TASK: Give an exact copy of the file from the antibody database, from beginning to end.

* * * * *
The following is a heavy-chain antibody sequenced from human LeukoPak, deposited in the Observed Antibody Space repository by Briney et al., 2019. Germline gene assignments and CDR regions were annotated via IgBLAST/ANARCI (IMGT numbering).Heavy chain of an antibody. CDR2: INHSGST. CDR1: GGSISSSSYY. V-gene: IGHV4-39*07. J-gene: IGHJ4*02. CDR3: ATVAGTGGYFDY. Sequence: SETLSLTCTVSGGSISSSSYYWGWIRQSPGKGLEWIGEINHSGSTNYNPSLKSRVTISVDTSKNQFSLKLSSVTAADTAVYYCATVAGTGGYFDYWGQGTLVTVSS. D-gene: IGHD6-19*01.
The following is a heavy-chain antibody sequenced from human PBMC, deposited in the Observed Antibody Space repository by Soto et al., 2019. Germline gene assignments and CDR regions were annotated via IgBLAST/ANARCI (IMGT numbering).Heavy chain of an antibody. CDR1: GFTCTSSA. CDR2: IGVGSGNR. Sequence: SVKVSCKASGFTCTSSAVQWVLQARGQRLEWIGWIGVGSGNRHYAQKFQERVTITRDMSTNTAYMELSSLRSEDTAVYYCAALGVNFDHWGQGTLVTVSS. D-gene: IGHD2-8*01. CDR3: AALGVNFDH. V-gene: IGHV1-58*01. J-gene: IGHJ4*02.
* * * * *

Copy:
The following is a heavy-chain antibody sequenced from human LeukoPak, deposited in the Observed Antibody Space repository by Briney et al., 2019. Germline gene assignments and CDR regions were annotated via IgBLAST/ANARCI (IMGT numbering).Heavy chain of an antibody. CDR2: INHSGST. CDR1: GGSISSSSYY. V-gene: IGHV4-39*07. J-gene: IGHJ4*02. CDR3: ATVAGTGGYFDY. Sequence: SETLSLTCTVSGGSISSSSYYWGWIRQSPGKGLEWIGEINHSGSTNYNPSLKSRVTISVDTSKNQFSLKLSSVTAADTAVYYCATVAGTGGYFDYWGQGTLVTVSS. D-gene: IGHD6-19*01.
The following is a heavy-chain antibody sequenced from human PBMC, deposited in the Observed Antibody Space repository by Soto et al., 2019. Germline gene assignments and CDR regions were annotated via IgBLAST/ANARCI (IMGT numbering).Heavy chain of an antibody. CDR1: GFTCTSSA. CDR2: IGVGSGNR. Sequence: SVKVSCKASGFTCTSSAVQWVLQARGQRLEWIGWIGVGSGNRHYAQKFQERVTITRDMSTNTAYMELSSLRSEDTAVYYCAALGVNFDHWGQGTLVTVSS. D-gene: IGHD2-8*01. CDR3: AALGVNFDH. V-gene: IGHV1-58*01. J-gene: IGHJ4*02.